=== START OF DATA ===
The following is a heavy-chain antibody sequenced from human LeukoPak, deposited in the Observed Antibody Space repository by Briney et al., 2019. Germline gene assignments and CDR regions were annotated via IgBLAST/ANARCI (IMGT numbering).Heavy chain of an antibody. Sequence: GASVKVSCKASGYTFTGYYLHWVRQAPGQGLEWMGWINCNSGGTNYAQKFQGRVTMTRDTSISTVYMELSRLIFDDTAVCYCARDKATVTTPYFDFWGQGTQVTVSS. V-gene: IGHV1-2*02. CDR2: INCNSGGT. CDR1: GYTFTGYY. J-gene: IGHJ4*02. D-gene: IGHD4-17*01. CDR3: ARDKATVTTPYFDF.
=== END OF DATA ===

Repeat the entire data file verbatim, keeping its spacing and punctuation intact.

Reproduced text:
The following is a heavy-chain antibody sequenced from human LeukoPak, deposited in the Observed Antibody Space repository by Briney et al., 2019. Germline gene assignments and CDR regions were annotated via IgBLAST/ANARCI (IMGT numbering).Heavy chain of an antibody. Sequence: GASVKVSCKASGYTFTGYYLHWVRQAPGQGLEWMGWINCNSGGTNYAQKFQGRVTMTRDTSISTVYMELSRLIFDDTAVCYCARDKATVTTPYFDFWGQGTQVTVSS. V-gene: IGHV1-2*02. CDR2: INCNSGGT. CDR1: GYTFTGYY. J-gene: IGHJ4*02. D-gene: IGHD4-17*01. CDR3: ARDKATVTTPYFDF.